There is a requirement though, to make the joint work you need a set of specialized tools called "drawbore pins" basically they are tapered metal shafts that will do the initial work of pulling the joint together, and will help shape the way for the incoming dowels. The biggest problem with them, They are god damn expensive!! Ninety dollars a pair at Lie Nielsen, a Google search on shopping tonight showed an antique pair for $155. That these prices I would have never been able to afford them. So I was only doing drawbores in my dreams.
HERE) and I had a slap myself on the forehead moment. I had done some concrete work while in high school, the pig farm I worked on was remodeling some of the old barns and pens with concrete walls and we used these alignment tools to pin forms together. I felt stupid for not thinking of it myself. At first I went looking on sears.com to see if I could order the same set Chris wrote about, no dice, none availible to order. So I took a little trip to Menards and went to the masonry tools, and sure enough a dozen big puppies sitting in a bin. I found the two I considered to be "nicest" bought them and went home. At six bucks a piece I had just managed to get myself into the drawboring game!
HERE) Basically the legs are a frame of 2x material joined with M&T joints. I really wanted the strength that drawboring talked about. I spent most of Saturday and Sunday cutting out th e joints. I started with the tenons. I like to mark them out with a marking gauge and saw the shoulder down to the right depth with a backsaw. Then I use a broad chisel and chunk out most of the wood down close to the marked line. Then I use a router plane set to the right depth to finish the face. I hold my hand steady on the high face of the board and pivot my way through the material. skimming it down level and even.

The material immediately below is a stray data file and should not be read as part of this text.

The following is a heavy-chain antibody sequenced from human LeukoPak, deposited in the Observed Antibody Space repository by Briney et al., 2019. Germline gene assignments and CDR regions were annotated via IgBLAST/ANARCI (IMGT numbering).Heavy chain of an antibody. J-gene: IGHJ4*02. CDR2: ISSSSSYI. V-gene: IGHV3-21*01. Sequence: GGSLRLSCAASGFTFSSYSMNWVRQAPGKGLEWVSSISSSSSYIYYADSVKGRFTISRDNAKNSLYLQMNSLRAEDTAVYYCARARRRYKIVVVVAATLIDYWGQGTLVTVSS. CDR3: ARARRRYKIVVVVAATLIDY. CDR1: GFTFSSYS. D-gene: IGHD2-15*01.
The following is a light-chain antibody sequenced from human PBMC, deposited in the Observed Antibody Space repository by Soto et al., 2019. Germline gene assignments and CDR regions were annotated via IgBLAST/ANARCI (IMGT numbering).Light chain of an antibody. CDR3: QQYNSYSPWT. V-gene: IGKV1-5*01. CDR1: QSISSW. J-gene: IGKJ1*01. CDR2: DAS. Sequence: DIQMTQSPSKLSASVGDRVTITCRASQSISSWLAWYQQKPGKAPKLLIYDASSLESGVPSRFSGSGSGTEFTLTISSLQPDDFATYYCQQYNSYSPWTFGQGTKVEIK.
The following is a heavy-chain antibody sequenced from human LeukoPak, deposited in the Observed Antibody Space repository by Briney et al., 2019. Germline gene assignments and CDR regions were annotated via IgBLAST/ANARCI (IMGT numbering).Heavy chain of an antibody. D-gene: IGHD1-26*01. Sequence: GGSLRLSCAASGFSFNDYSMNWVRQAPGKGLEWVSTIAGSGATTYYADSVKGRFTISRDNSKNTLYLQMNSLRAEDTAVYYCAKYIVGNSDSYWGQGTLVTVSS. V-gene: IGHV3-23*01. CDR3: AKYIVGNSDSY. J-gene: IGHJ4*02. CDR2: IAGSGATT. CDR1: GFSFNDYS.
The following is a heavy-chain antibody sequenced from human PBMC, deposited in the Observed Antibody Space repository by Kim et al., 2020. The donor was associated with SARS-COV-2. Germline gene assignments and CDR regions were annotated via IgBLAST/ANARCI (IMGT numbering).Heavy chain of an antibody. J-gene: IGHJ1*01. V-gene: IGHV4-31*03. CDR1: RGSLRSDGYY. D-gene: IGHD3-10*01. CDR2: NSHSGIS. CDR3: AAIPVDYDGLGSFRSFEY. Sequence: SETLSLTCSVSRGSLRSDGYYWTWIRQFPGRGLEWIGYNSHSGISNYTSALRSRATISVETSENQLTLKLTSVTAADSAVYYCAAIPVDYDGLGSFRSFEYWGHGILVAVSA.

Then I marked out my mortise locations on the upright sections of the leg frame, I picked up the mortise chisel, looked the process of chopping out eight mortises 3/4 inch wide by 3 inches long by 2 1/4 inch deep. My injured shoulder groaned, my tennis elbow whimpered a little bit, and I turned all Nancy girl for a while. I piled everything into the van and drove over to the soon to be new location for the Oldwolf Workshop, where all the stationary power tools are currently stored. I pulled the tarp off the drill press, reset it up, attaching everything that had been removed for the return trip home from Maine, chucked in a forstner bit, and killed electron after electron.
Honestly I don't feel that bad, I could have spent two more days chopping mortises and destroyed my shoulder for a while from all the hammering, or I could get them done in an hour and a half, with time to set up the machine. This Nancy boy chose the electron path this time. A little more work once I got back to the shop to shave and fit everything for the final go and now we're ready to try the new trick.
Now other people out there on the web have taught drawboring technique better than I can, and I figure why try and reinvent a perfectly good wheel. So here's the quick and dirty of how it went. I decided to use a 3/8ths inch dowel. I rived some up using my newer doweling plate the other day and I was ready to go.
Then I removed the tenon and used a scratch awl to mark a new hole to drill OFFSET TOWARDS THE SHOULDER. I chose an offset almost to the outer line of the original mark. There is no science to this, it is make your best judgment.
Then I used the new mark from the scratch awl to center the forstner bit, and I drilled the tenon holes. Then, though some sources say no glue in needed, I still decided to add some glue to the mix. and I reassembled the joint together.
I pushed the leg into the cleat just to see how it fit and get a rough idea how it would look. I have to say I'm very pleased, I'll fix up the other leg tomorrow. Until then.